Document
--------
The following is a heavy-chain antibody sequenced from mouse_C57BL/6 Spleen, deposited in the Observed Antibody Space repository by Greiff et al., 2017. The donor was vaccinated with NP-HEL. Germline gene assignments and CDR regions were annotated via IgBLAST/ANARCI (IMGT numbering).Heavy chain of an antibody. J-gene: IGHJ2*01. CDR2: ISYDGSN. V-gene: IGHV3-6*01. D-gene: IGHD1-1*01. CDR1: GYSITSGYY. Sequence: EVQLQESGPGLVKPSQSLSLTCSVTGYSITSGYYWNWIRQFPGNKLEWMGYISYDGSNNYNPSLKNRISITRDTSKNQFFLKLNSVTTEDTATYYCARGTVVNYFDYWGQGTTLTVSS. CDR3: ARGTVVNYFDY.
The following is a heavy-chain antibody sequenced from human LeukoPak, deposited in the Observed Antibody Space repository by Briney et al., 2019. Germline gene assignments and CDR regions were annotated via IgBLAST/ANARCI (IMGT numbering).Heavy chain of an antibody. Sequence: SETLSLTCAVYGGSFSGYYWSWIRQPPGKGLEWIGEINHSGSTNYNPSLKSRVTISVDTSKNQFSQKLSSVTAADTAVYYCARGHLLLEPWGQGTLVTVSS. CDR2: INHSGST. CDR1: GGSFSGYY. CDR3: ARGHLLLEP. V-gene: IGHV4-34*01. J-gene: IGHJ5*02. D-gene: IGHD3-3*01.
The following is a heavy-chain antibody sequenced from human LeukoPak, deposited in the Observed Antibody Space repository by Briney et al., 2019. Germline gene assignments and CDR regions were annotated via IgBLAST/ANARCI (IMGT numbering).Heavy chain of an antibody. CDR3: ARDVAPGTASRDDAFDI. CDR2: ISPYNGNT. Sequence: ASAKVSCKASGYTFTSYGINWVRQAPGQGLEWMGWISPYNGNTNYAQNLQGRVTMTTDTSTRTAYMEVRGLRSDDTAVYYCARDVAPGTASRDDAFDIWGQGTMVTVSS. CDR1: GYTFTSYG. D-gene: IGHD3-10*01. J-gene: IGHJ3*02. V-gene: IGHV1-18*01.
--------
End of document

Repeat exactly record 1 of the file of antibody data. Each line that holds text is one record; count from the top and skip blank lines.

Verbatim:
The following is a heavy-chain antibody sequenced from mouse_C57BL/6 Spleen, deposited in the Observed Antibody Space repository by Greiff et al., 2017. The donor was vaccinated with NP-HEL. Germline gene assignments and CDR regions were annotated via IgBLAST/ANARCI (IMGT numbering).Heavy chain of an antibody. J-gene: IGHJ2*01. CDR2: ISYDGSN. V-gene: IGHV3-6*01. D-gene: IGHD1-1*01. CDR1: GYSITSGYY. Sequence: EVQLQESGPGLVKPSQSLSLTCSVTGYSITSGYYWNWIRQFPGNKLEWMGYISYDGSNNYNPSLKNRISITRDTSKNQFFLKLNSVTTEDTATYYCARGTVVNYFDYWGQGTTLTVSS. CDR3: ARGTVVNYFDY.